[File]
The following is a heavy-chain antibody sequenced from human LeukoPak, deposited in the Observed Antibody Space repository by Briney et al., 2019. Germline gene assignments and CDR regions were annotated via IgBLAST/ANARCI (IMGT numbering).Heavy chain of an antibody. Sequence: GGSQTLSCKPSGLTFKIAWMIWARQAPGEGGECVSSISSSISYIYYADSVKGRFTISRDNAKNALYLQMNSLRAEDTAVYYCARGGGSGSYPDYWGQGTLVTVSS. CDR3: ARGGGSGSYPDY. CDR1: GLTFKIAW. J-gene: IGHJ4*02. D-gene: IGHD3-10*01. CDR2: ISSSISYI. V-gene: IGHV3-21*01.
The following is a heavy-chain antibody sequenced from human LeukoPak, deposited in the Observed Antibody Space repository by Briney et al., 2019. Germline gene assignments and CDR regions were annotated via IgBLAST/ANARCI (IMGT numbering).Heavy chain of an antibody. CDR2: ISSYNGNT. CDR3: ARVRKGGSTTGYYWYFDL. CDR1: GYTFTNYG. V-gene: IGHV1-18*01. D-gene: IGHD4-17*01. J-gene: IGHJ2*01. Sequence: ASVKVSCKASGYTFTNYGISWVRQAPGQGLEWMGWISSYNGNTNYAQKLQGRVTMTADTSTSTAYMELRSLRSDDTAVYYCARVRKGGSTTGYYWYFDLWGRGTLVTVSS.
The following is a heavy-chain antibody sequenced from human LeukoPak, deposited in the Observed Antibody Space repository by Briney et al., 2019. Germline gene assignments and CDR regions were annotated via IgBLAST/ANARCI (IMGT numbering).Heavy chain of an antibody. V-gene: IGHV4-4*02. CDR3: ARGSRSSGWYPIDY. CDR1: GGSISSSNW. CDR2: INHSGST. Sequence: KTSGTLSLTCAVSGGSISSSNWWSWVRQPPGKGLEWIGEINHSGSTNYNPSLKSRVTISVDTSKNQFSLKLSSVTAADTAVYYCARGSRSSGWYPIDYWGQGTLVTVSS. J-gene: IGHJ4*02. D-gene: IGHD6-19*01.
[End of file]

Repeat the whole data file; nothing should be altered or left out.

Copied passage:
The following is a heavy-chain antibody sequenced from human LeukoPak, deposited in the Observed Antibody Space repository by Briney et al., 2019. Germline gene assignments and CDR regions were annotated via IgBLAST/ANARCI (IMGT numbering).Heavy chain of an antibody. Sequence: GGSQTLSCKPSGLTFKIAWMIWARQAPGEGGECVSSISSSISYIYYADSVKGRFTISRDNAKNALYLQMNSLRAEDTAVYYCARGGGSGSYPDYWGQGTLVTVSS. CDR3: ARGGGSGSYPDY. CDR1: GLTFKIAW. J-gene: IGHJ4*02. D-gene: IGHD3-10*01. CDR2: ISSSISYI. V-gene: IGHV3-21*01.
The following is a heavy-chain antibody sequenced from human LeukoPak, deposited in the Observed Antibody Space repository by Briney et al., 2019. Germline gene assignments and CDR regions were annotated via IgBLAST/ANARCI (IMGT numbering).Heavy chain of an antibody. CDR2: ISSYNGNT. CDR3: ARVRKGGSTTGYYWYFDL. CDR1: GYTFTNYG. V-gene: IGHV1-18*01. D-gene: IGHD4-17*01. J-gene: IGHJ2*01. Sequence: ASVKVSCKASGYTFTNYGISWVRQAPGQGLEWMGWISSYNGNTNYAQKLQGRVTMTADTSTSTAYMELRSLRSDDTAVYYCARVRKGGSTTGYYWYFDLWGRGTLVTVSS.
The following is a heavy-chain antibody sequenced from human LeukoPak, deposited in the Observed Antibody Space repository by Briney et al., 2019. Germline gene assignments and CDR regions were annotated via IgBLAST/ANARCI (IMGT numbering).Heavy chain of an antibody. V-gene: IGHV4-4*02. CDR3: ARGSRSSGWYPIDY. CDR1: GGSISSSNW. CDR2: INHSGST. Sequence: KTSGTLSLTCAVSGGSISSSNWWSWVRQPPGKGLEWIGEINHSGSTNYNPSLKSRVTISVDTSKNQFSLKLSSVTAADTAVYYCARGSRSSGWYPIDYWGQGTLVTVSS. J-gene: IGHJ4*02. D-gene: IGHD6-19*01.